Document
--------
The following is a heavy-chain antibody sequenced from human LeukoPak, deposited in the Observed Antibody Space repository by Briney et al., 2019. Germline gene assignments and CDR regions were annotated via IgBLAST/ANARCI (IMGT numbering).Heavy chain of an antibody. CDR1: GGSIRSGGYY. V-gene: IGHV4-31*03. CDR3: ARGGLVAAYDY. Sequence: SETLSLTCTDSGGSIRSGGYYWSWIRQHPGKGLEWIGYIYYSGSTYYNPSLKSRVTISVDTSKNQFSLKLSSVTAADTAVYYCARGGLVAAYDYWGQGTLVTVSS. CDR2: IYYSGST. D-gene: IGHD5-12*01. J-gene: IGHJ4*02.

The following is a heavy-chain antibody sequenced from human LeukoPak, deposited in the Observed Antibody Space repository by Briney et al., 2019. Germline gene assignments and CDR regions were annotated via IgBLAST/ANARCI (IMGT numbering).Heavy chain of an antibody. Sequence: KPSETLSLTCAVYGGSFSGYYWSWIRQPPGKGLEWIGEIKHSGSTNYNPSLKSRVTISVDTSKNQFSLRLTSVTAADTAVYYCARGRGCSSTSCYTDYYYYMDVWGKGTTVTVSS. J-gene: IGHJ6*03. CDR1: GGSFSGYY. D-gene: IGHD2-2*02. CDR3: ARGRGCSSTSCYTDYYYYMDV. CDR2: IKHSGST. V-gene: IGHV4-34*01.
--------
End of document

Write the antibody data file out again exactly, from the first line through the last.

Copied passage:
The following is a heavy-chain antibody sequenced from human LeukoPak, deposited in the Observed Antibody Space repository by Briney et al., 2019. Germline gene assignments and CDR regions were annotated via IgBLAST/ANARCI (IMGT numbering).Heavy chain of an antibody. CDR1: GGSIRSGGYY. V-gene: IGHV4-31*03. CDR3: ARGGLVAAYDY. Sequence: SETLSLTCTDSGGSIRSGGYYWSWIRQHPGKGLEWIGYIYYSGSTYYNPSLKSRVTISVDTSKNQFSLKLSSVTAADTAVYYCARGGLVAAYDYWGQGTLVTVSS. CDR2: IYYSGST. D-gene: IGHD5-12*01. J-gene: IGHJ4*02.

The following is a heavy-chain antibody sequenced from human LeukoPak, deposited in the Observed Antibody Space repository by Briney et al., 2019. Germline gene assignments and CDR regions were annotated via IgBLAST/ANARCI (IMGT numbering).Heavy chain of an antibody. Sequence: KPSETLSLTCAVYGGSFSGYYWSWIRQPPGKGLEWIGEIKHSGSTNYNPSLKSRVTISVDTSKNQFSLRLTSVTAADTAVYYCARGRGCSSTSCYTDYYYYMDVWGKGTTVTVSS. J-gene: IGHJ6*03. CDR1: GGSFSGYY. D-gene: IGHD2-2*02. CDR3: ARGRGCSSTSCYTDYYYYMDV. CDR2: IKHSGST. V-gene: IGHV4-34*01.